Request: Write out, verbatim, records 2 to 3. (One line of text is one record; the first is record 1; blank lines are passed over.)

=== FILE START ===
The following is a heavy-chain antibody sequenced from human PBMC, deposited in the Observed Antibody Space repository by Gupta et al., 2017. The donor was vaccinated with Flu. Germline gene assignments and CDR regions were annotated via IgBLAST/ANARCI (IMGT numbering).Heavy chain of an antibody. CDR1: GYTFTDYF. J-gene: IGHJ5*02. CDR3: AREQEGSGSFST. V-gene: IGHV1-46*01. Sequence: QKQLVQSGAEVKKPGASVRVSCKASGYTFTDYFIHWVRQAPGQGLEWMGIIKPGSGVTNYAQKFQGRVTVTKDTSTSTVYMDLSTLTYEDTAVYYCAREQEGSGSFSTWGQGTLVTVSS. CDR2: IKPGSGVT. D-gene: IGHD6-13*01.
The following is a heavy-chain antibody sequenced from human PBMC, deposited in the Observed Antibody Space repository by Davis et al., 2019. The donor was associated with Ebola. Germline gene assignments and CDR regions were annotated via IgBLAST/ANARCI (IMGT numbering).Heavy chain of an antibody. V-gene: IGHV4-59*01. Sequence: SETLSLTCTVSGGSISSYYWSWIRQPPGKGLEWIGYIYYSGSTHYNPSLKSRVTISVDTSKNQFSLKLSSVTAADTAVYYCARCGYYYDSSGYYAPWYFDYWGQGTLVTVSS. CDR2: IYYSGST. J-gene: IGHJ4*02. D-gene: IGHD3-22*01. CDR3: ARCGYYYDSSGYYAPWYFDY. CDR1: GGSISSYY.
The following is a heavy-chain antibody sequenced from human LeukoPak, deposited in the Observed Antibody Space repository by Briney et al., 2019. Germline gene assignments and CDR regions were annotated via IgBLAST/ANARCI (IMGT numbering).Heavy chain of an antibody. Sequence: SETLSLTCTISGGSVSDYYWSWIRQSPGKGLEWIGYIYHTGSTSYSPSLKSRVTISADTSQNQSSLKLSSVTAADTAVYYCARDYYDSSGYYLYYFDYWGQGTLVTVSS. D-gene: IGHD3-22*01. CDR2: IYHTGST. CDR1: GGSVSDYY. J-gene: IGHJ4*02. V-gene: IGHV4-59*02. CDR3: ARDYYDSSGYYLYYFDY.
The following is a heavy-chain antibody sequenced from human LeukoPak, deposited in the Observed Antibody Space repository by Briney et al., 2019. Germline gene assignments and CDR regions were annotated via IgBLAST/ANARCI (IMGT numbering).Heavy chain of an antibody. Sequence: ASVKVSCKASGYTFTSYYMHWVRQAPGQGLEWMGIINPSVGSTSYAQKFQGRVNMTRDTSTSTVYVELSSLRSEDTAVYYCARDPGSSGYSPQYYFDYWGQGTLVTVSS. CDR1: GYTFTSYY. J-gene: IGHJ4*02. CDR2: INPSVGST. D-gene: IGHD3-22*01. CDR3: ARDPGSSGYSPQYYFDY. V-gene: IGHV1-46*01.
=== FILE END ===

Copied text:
The following is a heavy-chain antibody sequenced from human PBMC, deposited in the Observed Antibody Space repository by Davis et al., 2019. The donor was associated with Ebola. Germline gene assignments and CDR regions were annotated via IgBLAST/ANARCI (IMGT numbering).Heavy chain of an antibody. V-gene: IGHV4-59*01. Sequence: SETLSLTCTVSGGSISSYYWSWIRQPPGKGLEWIGYIYYSGSTHYNPSLKSRVTISVDTSKNQFSLKLSSVTAADTAVYYCARCGYYYDSSGYYAPWYFDYWGQGTLVTVSS. CDR2: IYYSGST. J-gene: IGHJ4*02. D-gene: IGHD3-22*01. CDR3: ARCGYYYDSSGYYAPWYFDY. CDR1: GGSISSYY.
The following is a heavy-chain antibody sequenced from human LeukoPak, deposited in the Observed Antibody Space repository by Briney et al., 2019. Germline gene assignments and CDR regions were annotated via IgBLAST/ANARCI (IMGT numbering).Heavy chain of an antibody. Sequence: SETLSLTCTISGGSVSDYYWSWIRQSPGKGLEWIGYIYHTGSTSYSPSLKSRVTISADTSQNQSSLKLSSVTAADTAVYYCARDYYDSSGYYLYYFDYWGQGTLVTVSS. D-gene: IGHD3-22*01. CDR2: IYHTGST. CDR1: GGSVSDYY. J-gene: IGHJ4*02. V-gene: IGHV4-59*02. CDR3: ARDYYDSSGYYLYYFDY.